Geckos (lizards) are modest representatives of the great magical lizard, the powerful moʻo. They are guardians, not just against bugs.
The moʻo is an ancient mythological being which appears in legends throughout Polynesia. For the Polynesians, geckos were perfect mirror images of this dragon-like monster. It was believed that the great moʻo could simply use the body of the gecko for one of its many manifestations.
Naturally, the gentle, little geckos were deeply respected. They were sacred. The vigilant geckos, with their ability to change colors and to drop wiggling tails when threatened, resembled the moʻo and filled a crucial role in Hawaiian religion.
The moʻo was part of an intricate communication system with the gods. The Hawaiians, like many cultures, depended on sorcery as a means of mediation between divine and human worlds. They needed symbols which showed the effectiveness of their prayers and their rituals. They needed images to which they could adhere to magical powers.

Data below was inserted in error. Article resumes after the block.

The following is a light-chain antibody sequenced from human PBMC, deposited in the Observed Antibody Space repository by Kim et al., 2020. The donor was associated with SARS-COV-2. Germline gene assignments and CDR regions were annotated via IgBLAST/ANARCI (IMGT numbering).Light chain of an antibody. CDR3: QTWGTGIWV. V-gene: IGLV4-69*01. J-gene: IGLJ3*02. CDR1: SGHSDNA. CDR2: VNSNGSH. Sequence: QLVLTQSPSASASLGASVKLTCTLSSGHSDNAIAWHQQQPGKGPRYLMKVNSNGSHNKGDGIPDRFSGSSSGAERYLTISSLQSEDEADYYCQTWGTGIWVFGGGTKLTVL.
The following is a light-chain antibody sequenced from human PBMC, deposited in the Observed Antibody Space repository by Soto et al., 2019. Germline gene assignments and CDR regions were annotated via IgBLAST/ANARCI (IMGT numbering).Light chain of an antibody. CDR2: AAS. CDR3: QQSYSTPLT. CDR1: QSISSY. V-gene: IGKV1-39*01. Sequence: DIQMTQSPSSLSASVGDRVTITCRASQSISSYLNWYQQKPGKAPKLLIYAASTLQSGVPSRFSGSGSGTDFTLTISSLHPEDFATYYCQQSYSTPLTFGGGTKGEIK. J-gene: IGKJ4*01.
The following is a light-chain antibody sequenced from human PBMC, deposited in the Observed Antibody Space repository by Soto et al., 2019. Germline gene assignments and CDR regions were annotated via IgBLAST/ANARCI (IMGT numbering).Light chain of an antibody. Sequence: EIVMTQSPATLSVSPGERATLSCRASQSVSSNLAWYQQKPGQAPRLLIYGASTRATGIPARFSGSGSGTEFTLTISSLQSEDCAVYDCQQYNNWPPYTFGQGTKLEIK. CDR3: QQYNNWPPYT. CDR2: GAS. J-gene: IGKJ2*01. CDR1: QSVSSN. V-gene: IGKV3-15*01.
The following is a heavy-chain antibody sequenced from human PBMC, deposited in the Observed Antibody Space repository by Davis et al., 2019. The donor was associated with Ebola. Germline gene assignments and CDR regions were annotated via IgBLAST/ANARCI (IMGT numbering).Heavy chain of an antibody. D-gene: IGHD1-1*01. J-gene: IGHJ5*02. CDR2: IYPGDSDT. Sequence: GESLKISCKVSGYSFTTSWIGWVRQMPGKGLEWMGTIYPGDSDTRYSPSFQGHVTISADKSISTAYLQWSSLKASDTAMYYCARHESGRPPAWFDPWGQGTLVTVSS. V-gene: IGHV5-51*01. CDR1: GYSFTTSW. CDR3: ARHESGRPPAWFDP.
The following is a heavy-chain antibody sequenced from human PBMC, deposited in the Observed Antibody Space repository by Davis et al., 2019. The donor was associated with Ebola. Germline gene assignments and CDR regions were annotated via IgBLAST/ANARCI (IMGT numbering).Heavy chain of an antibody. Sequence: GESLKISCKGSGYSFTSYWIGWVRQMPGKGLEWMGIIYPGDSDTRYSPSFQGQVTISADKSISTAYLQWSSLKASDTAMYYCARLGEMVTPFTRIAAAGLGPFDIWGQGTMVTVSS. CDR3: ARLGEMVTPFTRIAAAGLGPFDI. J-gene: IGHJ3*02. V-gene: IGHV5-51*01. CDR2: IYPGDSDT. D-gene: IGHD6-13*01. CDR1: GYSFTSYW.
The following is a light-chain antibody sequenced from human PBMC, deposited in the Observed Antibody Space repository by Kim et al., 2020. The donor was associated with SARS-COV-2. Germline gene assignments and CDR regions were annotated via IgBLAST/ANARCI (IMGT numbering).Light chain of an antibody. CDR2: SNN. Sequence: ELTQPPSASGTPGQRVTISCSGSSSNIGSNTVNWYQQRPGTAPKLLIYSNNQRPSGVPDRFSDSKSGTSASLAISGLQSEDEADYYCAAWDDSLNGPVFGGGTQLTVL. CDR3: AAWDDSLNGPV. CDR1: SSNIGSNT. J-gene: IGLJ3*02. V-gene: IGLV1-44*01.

The lizard or moʻo, shape-shifting and agile, was one of the oldest and most powerful of guardian spirits along with the shark, the owl, and the hawk.
These guardian spirits were called ʻaumakua in Hawaiian. Mortals did not harm or eat their living representatives, and their wisdom came through in visions and dreams.